5 Ways Netflix plotted its media dominance and changed TV habits
Netflix's rise to the top of the pile has made it synonymous with TV viewing to the extent its globe-trekking growth seems irrepressible.
The firm, founded in 1997 as a DVD mailing company, has pivoted from its roots, now delivering content directly to consumers across a plethora of devices. It's meteoric rise, cemented by acquiring - or creating - those must-see shows which are now the staple of water-cooler discussions in atypical offices, has secured Netflix as a household name.
Original shows like House of Cards, Orange is the New Black, Daredevil and Marco Polo are mass consumed across the world - with Netflix aiming to be available in colossal 200 markets by 2016.
There are five factors behind this push.
1. Its original, uninterrupted content
Simply put, Netflix creates premium content .
Detaching its shows from the week-to-week scrutiny of viewing figure peaks and troughs by releasing its series' in bulk proved to be a masterclass.
Its shows are less susceptible to focus groups and viewer whims known to kill, dumb down or alter traditional TV content - empowering creators to see out their vision while taking criticism on-board for following series, it's the bigger picture that counts - 'how many people viewed the whole season?'
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The shows focus on taking viewers to new environments, Orange is the New Black (a chaotic female prison), House of Cards (West Wing with bastards), and Lillehammer (Cosa Nostra in Norway...), Netflix also transferred the TV binge from physical media, such as DVD boxsets, to the digital realm.
Netflix's viewers don't have to wait a week for their favourite show (looking at you here HBO), seasons are often consumed in a single day - thus changing viewing habits.
High quality, ad free content, viewable across an array of devices at the convenience of viewers made Netflix the obvious choice for many.
2. Widely accessible online worldwide
The streaming service is available in around 81 markets and territories, it's easily accessed online, requiring only a subscription, a so-so broadband connection and a desktop, smartphone, tablet or smartTV device.
Underlining its dominance in the United States, Netflix accounted for over a third of downstream traffic during peak hours in the US in 2014. Meanwhile its nearest rival YouTube followed with just over 14 per cent of the market.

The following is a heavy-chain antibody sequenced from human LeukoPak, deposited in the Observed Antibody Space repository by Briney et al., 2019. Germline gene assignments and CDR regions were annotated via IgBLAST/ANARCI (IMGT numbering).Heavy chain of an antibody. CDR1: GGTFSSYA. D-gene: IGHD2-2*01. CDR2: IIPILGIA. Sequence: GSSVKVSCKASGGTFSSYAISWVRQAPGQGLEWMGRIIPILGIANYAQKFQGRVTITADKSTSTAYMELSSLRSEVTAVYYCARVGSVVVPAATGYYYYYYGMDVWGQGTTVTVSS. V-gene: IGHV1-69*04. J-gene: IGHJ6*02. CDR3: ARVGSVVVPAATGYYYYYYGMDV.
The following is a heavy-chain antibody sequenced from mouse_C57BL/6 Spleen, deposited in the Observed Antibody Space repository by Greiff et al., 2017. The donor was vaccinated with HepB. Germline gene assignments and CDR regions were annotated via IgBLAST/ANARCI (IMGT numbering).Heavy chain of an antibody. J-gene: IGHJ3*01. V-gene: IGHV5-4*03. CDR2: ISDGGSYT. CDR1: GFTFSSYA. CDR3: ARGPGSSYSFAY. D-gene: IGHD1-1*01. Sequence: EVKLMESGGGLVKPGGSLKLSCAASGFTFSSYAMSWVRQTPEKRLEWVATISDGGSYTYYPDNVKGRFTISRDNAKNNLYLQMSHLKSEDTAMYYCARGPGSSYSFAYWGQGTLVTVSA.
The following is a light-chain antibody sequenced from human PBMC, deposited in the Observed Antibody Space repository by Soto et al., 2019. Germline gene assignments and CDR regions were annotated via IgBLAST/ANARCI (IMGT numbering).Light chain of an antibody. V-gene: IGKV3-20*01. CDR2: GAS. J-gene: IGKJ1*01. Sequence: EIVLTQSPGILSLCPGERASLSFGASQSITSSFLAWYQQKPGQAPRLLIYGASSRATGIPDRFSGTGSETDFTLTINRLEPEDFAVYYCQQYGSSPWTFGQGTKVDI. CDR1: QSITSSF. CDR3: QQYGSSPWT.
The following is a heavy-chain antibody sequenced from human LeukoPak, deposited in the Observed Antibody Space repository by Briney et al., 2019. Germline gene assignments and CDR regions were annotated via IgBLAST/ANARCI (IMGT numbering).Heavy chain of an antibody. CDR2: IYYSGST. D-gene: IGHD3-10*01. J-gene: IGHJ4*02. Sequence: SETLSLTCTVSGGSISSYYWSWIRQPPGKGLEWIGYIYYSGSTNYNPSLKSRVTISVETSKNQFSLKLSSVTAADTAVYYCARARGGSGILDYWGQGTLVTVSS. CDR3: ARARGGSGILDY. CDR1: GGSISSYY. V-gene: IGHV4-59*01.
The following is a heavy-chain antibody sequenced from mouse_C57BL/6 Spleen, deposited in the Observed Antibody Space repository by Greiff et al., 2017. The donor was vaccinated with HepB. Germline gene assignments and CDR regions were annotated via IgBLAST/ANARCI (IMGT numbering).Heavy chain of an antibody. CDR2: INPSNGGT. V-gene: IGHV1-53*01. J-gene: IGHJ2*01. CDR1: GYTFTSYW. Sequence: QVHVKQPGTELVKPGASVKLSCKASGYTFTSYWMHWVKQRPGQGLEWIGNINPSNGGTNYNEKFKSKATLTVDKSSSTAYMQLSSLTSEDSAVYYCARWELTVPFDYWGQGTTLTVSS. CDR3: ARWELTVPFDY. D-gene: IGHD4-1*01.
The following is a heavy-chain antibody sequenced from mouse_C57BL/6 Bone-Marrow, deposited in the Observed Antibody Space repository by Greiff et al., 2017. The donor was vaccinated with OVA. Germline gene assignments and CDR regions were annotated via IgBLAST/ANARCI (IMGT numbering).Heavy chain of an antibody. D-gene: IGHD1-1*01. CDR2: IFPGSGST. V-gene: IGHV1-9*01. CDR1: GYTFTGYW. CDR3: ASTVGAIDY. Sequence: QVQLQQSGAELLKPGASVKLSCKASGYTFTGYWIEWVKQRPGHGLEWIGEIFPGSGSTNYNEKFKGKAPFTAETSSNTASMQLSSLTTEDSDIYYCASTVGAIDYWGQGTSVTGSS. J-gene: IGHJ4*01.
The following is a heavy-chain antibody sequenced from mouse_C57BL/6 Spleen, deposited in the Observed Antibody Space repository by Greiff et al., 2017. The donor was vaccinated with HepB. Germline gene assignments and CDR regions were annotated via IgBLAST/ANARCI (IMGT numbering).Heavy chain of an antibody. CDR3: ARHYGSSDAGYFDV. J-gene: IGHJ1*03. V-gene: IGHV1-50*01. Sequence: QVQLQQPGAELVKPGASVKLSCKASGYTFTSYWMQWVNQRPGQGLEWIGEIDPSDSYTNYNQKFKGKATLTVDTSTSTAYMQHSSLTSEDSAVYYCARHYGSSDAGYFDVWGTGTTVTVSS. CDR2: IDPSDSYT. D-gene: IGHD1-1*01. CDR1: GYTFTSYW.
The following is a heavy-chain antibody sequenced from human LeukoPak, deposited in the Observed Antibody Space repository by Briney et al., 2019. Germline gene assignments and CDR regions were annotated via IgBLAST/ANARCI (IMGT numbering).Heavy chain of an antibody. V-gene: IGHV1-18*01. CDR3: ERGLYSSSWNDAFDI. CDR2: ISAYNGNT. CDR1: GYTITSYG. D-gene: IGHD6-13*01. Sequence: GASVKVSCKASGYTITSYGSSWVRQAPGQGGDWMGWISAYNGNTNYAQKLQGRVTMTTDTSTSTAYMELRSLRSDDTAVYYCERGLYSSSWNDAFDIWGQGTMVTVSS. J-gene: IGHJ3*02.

And it's looking to replicate this model in the world's biggest market,China, talking to potential partners, including Alibaba and Wasu Media Holding to distribute its shows to the country's 4bn citizens – with the knowledge that Chinese audiences just can’t get enough of House of Cards.
3. The ‘Netflix model’ is hurting traditional satellite TV providers
A basic Netflix subscription costs a mere £5.99 a month. It can be cancelled at a moment’s notice and can be accessed on-the-move.
It's proving to be a major threat to Pay TV providers who have traditionally roped consumers into lengthy, cumbersome packages.
Many predict Netflix has delivered a killing blow to traditional TV broadcasting. Chief executive Reed Hastings famously said that “The age of broadcast TV will probably last until 2030,” adding it is “kind of like the horse, you know, the horse was good until we had the car”.
Just last month, Re/code analyst Michael Nathanson estimated that the 10bn hours of video streamed via Netflix last quarter may be responsible for the US networks' 43 per cent ratings decline.
4. It has a clear strategy to monetise pirates
As a disruptive force, a young Netflix had a lot to prove to get TV pirates to part with their cash.
Back in 2013, the firm admitted it uses sites like the Pirate Bay to determine what content is popular and worth licensing from developers and producers.
Rather than condemning those illegally downloading their favourite shows, Netflix head Hastings famously said can “create the demand” for content, instead marketing the firm as an easier alternative to torrent sites.
He said: “Netflix is so much easier than torrenting. You don’t have to deal with files, you don’t have to download them and move them around. You just click and watch.”
5. It wants to make its content global
Much like House of Card's Frank Underwood, Netflix is plotting world domination.
Currently, Netflix licences its content geographically, meaning what's available in one market could still be restricted in another. As a result, tens of millions of viewers regularly use VPNs and proxy networks to bluff their web addresses to open up new content libraries, especially in nations where Netflix hasn't launched.
The company estimates that it has over 30m paid subscribers in regions in non-Netflix regions, with an estimated 20 million coming from China.
Hastings said: "The basic solution is for Netflix to get global and have its content be the same all around the world so there’s no incentive to [use a VPN]."
Increasingly, users will no longer have to access VPN's to see top shows, Netflix is keen to remove that final hurdle. As the firm expands its geographical coverage and the reach of its content, it's likely we won't stop binging Netflix shows any time in the near future.